• Father brings forth His only-begotten Son in the soul, as truly as He brings
    • Him forth in eternity, neither less, nor more. What is brought forth when
    • one says: God brings forth in the soul? Is it a similitude of God, or is it
    • forth in eternity, and nothing but the lovely divine Word, which is the
    • other Person in the Trinity; this does the Father bring forth in the soul
    • least important as far as its essentials are concerned. On the one side
    • Mysticism) has endeavored with many reasons to support this existence, the
    • this state corresponds to the truth, but this truth is worth nothing if it
    • does not acquire life, if it does not bring itself forth as existence in the
    • reality. Man then understands not merely what nature has brought forth; he
    • He brings forth the spirit within himself, and from then on this spirit
    • symbolically: through the effect of his sermon about forty people fell down
    • being, life, knowledge, insight, capacity, in short all that one should call
    • universal light of the world. Therefore there is no more important knowledge
    • important role at the Council of Constance. It throws some light on the
  • Title: Chapter: Giordano Bruno and Angelus Silesius
    Matching lines:
    • All who henceforth strove for higher cognition had to come to terms with this
    • was directed from outside to seek the spirit henceforth only where, on the
    • living organisms can this science henceforth look for anything but
    • the universe, and instructs nature in bringing forth its species as they should
    • thing however small and minute, has within itself a portion of spiritual
    • there is not the most minute body which does not contain such a portion of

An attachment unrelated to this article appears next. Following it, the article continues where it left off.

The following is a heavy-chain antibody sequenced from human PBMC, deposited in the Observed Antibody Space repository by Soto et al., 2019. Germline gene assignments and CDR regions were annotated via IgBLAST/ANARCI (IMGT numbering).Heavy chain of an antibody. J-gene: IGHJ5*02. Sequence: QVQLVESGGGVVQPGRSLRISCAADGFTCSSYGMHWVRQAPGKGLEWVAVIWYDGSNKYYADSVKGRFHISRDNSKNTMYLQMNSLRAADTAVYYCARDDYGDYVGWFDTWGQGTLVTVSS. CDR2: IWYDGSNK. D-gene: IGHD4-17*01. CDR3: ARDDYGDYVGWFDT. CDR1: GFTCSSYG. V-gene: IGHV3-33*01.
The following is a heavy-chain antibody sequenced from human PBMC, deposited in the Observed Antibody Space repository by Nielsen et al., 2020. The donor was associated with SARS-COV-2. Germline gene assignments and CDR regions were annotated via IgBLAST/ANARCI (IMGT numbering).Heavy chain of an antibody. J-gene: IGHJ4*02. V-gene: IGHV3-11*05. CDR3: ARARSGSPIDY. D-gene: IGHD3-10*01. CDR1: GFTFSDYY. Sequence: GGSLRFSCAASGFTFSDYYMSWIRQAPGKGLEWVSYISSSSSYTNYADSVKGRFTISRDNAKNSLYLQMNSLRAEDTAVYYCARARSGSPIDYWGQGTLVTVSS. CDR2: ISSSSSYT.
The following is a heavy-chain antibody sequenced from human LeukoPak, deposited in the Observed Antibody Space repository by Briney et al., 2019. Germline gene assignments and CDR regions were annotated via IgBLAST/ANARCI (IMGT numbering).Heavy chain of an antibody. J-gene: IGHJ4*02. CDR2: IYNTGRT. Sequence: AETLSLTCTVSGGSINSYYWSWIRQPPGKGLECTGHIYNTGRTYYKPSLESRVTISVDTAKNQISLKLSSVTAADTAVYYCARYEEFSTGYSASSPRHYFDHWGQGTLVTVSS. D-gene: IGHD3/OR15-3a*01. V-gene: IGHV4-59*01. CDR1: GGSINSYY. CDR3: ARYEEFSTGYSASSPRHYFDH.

• Title: Chapter: Introduction
    Matching lines:
    • would not be easy to find a better description of the importance of this new
    • knowledge remains worthless to me in the higher sense. Things exist without
    • part of it which enters through the portal of the senses is received into a
    • result of inner experiences. One who denies its purport only shows that he lacks
    • at all. And it is just this which is important. This is just the reason why
    • not an unimportant addition to the rest of the universal process. This is
    • heads all transport themselves to one and the same place in order to contain
    • thrilling words: “With this I have concluded what I wanted to set forth
    • salvation were close at hand and to be found without great effort, it is
    • fall apart forthwith.” Such an assertion can only be made by one who
    • flower. He will feel especially uncomfortable at the idea that the man who
  • Title: Chapter: Meister Eckhart
    Matching lines:
    • remain an orthodox Christian. The Christian truths were his truths. Only he
    • away, the Comforter [in the German version, der heilige Geist, i.e., the
    • I were a fool? ... The Heavenly Father brings forth his only-begotten Son in
    • be similar to my own. Thus one reaches a sort of universal animation of all
    • door opens and closes the outer boards move back and forth, while the hinge
  • Title: Preface: Preface to the First Edition, 1901
    Matching lines:
    • connection are a vital question of great importance. — Ten years ago I
    • unfortunately knows only what he can manage to read in Kant and Hume; thus
  • Title: Chapter: Valentin Weigel and Jacob Boehme
    Matching lines:
    • — Erkenne dich selber, Know Thyself. — Vom Ort der Welt,
    • anything at all; everything that I read I must bring forth out of myself.
    • how the light broke forth within himself. When as a boy he once is on the
    • language of nature. — He lives as a spiritual hermit, supporting himself
    • brings itself forth. And as in the shadow it is only brightness which requires a
    • with its internal struggle, is revealed to itself; henceforth it does not
    • this conviction.* (We shall mention the most important of these

The Rudolf Steiner Archive is maintained by:
The e.Librarian: elibrarian@elib.com